The spatial variability of NDVI and LST vary with time according to changes in hydrologic conditions. In April, the semivariogram of NDVI displays more variability and less spatial continuity due to the differences in growth rate and crop type conditions existing at the regional scale during the wet season (controlled by rainfall events). On the other hand, the spatial dependence of LST is more significant in August. Importantly, results show that the scale of variability (range) associated with MODIS data during the dry season, when a controlled amount of water by irrigation is applied, ranges between 35 and 36 km for the NDVI and between 22 and 32 km for the LST. Recalling the discussion provided in Sect. 2.3., this means that the size of independent objects in the NDVI and LST images is about 30 km and that insignificant spatial variations of NDVI and LST values are expected below 1∕10 of this size. This suggests that the NDVI and LST products provided by MODIS cannot detect differences between neighboring pixels with a size of 1 km.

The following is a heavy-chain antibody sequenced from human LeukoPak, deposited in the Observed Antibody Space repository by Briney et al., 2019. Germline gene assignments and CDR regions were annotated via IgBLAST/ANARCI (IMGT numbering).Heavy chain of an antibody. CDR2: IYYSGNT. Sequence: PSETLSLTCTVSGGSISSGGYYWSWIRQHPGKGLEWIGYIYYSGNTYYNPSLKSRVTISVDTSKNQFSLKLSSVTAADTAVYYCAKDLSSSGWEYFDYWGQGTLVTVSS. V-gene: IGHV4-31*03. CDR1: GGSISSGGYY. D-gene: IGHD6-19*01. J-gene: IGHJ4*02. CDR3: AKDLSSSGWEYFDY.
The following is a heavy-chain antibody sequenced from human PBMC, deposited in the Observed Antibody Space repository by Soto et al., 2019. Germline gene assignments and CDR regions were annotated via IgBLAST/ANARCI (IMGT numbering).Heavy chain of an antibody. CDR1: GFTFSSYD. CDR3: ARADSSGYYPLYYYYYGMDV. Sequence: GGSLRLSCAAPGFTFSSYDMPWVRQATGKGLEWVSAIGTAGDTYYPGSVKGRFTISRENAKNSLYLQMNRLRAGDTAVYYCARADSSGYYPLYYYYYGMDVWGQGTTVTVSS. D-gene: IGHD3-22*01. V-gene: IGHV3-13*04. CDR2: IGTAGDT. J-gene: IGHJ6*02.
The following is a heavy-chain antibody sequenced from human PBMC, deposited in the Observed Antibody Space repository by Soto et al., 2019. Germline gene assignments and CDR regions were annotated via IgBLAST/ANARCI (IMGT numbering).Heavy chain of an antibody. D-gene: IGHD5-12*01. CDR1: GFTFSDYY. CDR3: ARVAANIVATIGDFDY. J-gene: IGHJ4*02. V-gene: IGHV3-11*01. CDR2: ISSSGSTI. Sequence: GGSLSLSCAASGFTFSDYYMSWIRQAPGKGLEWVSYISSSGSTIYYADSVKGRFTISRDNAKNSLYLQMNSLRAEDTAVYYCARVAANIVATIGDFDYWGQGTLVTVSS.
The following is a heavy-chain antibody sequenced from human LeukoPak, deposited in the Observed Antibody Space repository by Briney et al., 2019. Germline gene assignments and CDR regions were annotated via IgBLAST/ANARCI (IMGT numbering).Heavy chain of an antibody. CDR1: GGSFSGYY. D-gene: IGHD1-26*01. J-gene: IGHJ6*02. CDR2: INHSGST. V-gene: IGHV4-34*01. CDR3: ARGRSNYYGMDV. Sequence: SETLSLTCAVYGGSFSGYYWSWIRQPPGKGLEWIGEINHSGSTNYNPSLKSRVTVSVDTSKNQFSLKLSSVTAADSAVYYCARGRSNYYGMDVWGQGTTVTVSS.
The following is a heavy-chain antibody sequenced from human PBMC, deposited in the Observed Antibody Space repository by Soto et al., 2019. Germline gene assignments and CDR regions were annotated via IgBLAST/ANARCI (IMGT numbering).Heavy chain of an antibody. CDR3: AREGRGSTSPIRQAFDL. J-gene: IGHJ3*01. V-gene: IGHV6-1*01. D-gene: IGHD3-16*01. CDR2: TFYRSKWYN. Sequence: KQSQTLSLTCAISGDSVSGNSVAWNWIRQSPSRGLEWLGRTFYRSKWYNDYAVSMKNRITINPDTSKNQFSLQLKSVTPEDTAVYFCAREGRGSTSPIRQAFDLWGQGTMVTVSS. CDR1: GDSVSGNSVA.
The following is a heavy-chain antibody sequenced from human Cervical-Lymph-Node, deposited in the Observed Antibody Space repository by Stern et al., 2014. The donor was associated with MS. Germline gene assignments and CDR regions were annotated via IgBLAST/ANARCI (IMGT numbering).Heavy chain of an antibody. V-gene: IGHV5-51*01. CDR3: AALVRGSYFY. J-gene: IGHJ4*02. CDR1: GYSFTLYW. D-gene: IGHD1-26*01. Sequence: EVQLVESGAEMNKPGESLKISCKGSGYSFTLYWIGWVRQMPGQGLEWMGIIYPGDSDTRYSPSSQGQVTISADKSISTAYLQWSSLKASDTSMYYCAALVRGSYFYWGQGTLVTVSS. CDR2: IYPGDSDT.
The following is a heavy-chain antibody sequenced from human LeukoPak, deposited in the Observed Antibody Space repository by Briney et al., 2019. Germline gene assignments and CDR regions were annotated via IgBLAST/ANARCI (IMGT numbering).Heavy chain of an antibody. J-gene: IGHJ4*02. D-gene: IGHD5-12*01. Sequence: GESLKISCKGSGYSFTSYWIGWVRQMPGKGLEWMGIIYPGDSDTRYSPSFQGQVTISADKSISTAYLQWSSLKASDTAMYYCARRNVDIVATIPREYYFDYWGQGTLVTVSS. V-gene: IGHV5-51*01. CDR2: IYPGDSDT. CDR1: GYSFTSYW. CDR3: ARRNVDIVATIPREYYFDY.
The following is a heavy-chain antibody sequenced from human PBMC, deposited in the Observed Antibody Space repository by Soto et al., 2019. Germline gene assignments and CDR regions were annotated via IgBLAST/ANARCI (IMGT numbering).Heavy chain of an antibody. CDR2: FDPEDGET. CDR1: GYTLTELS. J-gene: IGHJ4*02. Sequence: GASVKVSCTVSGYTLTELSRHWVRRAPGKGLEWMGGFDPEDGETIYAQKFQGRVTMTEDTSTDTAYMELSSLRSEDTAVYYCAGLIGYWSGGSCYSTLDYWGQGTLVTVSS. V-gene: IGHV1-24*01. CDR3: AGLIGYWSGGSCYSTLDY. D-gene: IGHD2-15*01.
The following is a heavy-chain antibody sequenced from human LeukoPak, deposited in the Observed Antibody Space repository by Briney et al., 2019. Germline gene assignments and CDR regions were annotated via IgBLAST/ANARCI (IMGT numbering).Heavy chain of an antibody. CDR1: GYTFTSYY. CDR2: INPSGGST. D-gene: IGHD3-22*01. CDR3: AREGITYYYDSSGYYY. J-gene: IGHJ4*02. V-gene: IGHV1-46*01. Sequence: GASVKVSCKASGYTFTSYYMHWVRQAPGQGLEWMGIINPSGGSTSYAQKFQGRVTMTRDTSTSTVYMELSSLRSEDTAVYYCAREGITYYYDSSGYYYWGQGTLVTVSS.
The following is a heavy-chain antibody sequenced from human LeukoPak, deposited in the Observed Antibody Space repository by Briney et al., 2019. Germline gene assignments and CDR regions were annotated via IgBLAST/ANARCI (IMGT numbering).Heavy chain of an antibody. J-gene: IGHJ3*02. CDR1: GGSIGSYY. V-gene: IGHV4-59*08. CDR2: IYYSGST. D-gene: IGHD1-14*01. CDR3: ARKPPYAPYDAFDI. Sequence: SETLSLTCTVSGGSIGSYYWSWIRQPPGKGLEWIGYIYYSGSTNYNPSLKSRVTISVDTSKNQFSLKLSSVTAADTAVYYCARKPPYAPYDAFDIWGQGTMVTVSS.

To further corroborate this point, Fig. 7 compares the temporal evolution of LST and NDVI obtained from two adjoining MODIS pixels: the Foradada pixel, where Foradada is located, and its northwest neighboring pixel. Note that the neighboring pixel corresponds to an area that is not irrigated. Data were downloaded using MOD13A2 and MOD11A1 products from the Google Earth Engine website, from DOY036 to DOY298. In general, based on DISPATCH suppositions, irrigation in an agriculture field site should produce a decrease in LST values as a consequence of uniform irrigation over the entire field site and an increase in NDVI due to well-developed crop growth conditions. However, Fig. 7 shows the same dynamics and similar values in both pixels even when irrigation is applied. Results show that the LST and NDVI information can detect neither the sprinkler irrigation nor the crop growth as a consequence of irrigation in this case. We finally note that these results suggest that the resolution of LST and NDVI is not appropriate in this case but can also express that these two variables are simply not sensitive to irrigation because they only provide information about the status of the crop and land surface. Further research is needed in this sense.